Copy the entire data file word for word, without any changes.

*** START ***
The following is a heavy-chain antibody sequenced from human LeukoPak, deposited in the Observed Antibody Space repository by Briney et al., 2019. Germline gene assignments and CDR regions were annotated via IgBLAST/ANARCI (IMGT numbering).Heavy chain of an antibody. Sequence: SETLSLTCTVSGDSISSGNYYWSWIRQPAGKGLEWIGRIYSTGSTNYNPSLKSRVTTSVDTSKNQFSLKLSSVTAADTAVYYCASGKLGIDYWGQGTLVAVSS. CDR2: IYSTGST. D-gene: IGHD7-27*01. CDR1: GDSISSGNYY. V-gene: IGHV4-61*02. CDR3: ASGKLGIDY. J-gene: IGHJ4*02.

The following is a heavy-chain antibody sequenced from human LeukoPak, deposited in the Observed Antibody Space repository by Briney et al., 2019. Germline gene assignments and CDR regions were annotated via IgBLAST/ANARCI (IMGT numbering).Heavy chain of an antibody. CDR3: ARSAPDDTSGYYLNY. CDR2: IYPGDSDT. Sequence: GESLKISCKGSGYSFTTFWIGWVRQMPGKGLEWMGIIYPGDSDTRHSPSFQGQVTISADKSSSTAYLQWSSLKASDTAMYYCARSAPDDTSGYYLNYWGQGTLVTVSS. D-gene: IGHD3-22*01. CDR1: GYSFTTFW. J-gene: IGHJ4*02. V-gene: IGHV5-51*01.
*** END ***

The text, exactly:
The following is a heavy-chain antibody sequenced from human LeukoPak, deposited in the Observed Antibody Space repository by Briney et al., 2019. Germline gene assignments and CDR regions were annotated via IgBLAST/ANARCI (IMGT numbering).Heavy chain of an antibody. Sequence: SETLSLTCTVSGDSISSGNYYWSWIRQPAGKGLEWIGRIYSTGSTNYNPSLKSRVTTSVDTSKNQFSLKLSSVTAADTAVYYCASGKLGIDYWGQGTLVAVSS. CDR2: IYSTGST. D-gene: IGHD7-27*01. CDR1: GDSISSGNYY. V-gene: IGHV4-61*02. CDR3: ASGKLGIDY. J-gene: IGHJ4*02.

The following is a heavy-chain antibody sequenced from human LeukoPak, deposited in the Observed Antibody Space repository by Briney et al., 2019. Germline gene assignments and CDR regions were annotated via IgBLAST/ANARCI (IMGT numbering).Heavy chain of an antibody. CDR3: ARSAPDDTSGYYLNY. CDR2: IYPGDSDT. Sequence: GESLKISCKGSGYSFTTFWIGWVRQMPGKGLEWMGIIYPGDSDTRHSPSFQGQVTISADKSSSTAYLQWSSLKASDTAMYYCARSAPDDTSGYYLNYWGQGTLVTVSS. D-gene: IGHD3-22*01. CDR1: GYSFTTFW. J-gene: IGHJ4*02. V-gene: IGHV5-51*01.